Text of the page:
Paul Schatz, president of Heritage Capital, typically lets it all hang out when expressing his views on markets, economics and sometimes even politics.
An active asset allocator and adviser with 25 years' experience, Mr. Schatz is on board with the Federal Reserve's quantitative-easing policy and would even like to see it extended beyond early next year, when the Fed is expected to start tapering its $85 billion in monthly bond purchases.
InvestmentNews: Do you think it's time for the Fed to start reducing the five-year QE program?
Mr. Schatz: From my perspective, the answer is no. If you believed in quantitative easing to begin with, you can't stop now. The results of stopping now will be disastrous. The big problem is QE was created because rates were already at zero, so it is effectively a way to get negative rates. I don't believe the economy can stand on its own right now without quantitative easing.
InvestmentNews: What do you want to see before you'll support tapering of the QE program?
Mr. Schatz: Ever since 2008, my thought has been that this is a typical post-crisis recovery. You don't cut back on QE until we get through the next recession. There's always another recession coming, that's the business cycle. If we had quit QE after the first round, we probably would have had another recession and then we probably would have been done with it, but it would have been painful.
InvestmentNews: What is the biggest challenge facing the U.S. economy?
Mr. Schatz: I don't think there's a single biggest challenge. We're living through this typical post-recession recovery. Companies are beating on [the] bottom line, but not on [the] top line. But probably the biggest challenge is the employment markets, but they are functioning exactly as they should in a post-recession recovery. We are going according to the script, but people don't have the patience to live through it.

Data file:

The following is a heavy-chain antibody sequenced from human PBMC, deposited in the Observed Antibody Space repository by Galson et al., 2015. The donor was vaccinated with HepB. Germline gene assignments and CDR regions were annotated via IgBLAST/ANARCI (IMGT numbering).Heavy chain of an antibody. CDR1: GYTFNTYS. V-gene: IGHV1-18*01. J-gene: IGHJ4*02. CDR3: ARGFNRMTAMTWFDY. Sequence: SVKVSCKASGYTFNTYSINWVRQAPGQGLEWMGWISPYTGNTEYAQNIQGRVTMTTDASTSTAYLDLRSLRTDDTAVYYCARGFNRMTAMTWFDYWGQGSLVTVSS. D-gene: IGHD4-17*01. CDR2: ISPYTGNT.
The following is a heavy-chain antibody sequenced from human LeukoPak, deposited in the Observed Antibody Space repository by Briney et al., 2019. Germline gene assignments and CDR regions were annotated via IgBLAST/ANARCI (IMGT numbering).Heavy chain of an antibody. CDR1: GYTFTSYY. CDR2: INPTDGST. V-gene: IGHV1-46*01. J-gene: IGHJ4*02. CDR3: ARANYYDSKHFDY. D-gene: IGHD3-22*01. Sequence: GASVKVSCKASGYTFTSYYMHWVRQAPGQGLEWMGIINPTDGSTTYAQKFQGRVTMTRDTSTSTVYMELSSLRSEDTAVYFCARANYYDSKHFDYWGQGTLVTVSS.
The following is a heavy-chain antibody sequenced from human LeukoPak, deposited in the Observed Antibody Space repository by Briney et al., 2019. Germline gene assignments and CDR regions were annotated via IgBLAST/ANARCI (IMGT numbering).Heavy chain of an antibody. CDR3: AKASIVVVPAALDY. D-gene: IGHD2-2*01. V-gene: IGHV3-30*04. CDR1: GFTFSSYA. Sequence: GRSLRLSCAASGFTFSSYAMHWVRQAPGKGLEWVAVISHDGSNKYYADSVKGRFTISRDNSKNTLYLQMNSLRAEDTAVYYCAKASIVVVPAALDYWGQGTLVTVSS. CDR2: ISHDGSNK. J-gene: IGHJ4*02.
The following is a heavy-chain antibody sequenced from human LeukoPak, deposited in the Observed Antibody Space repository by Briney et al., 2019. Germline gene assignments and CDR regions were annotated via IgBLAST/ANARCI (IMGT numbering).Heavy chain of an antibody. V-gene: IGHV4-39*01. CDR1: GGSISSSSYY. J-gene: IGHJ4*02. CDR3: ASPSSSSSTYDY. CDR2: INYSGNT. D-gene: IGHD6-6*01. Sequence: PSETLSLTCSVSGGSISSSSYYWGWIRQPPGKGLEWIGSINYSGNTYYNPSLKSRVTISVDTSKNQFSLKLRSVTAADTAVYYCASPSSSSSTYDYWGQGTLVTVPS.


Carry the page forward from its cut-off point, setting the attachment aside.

InvestmentNews: Where do you see the greatest areas of opportunity?
Mr. Schatz: That's the toughest part. You have a triple-digit gain in this bull market, but the bull market is old. I think we're approaching crucial point toward either a melt-up followed by a correction of 50%, or we peak during the first quarter of next year and have a garden-variety pullback of 20% or 30%.
The opportunity is to be really, really mindful of the portfolio. Presumably, most people have made a lot of money in last five years. People are feeling really good and they're into passive strategies. I think this is the most opportune time to employ active strategies in a portfolio. Right now, we're in the danger zone where risk is increasing every day, and you need to lay some protection on the portfolio.
InvestmentNews: Do you think the botched Obamacare rollout will have any impact on the markets?
Mr. Schatz: I think it has zero impact. Except for making incredible media fodder, I don't think the rollout or fixes is having any impact on markets right now. I do think it will have a permanent and detrimental impact on the economy longer-term.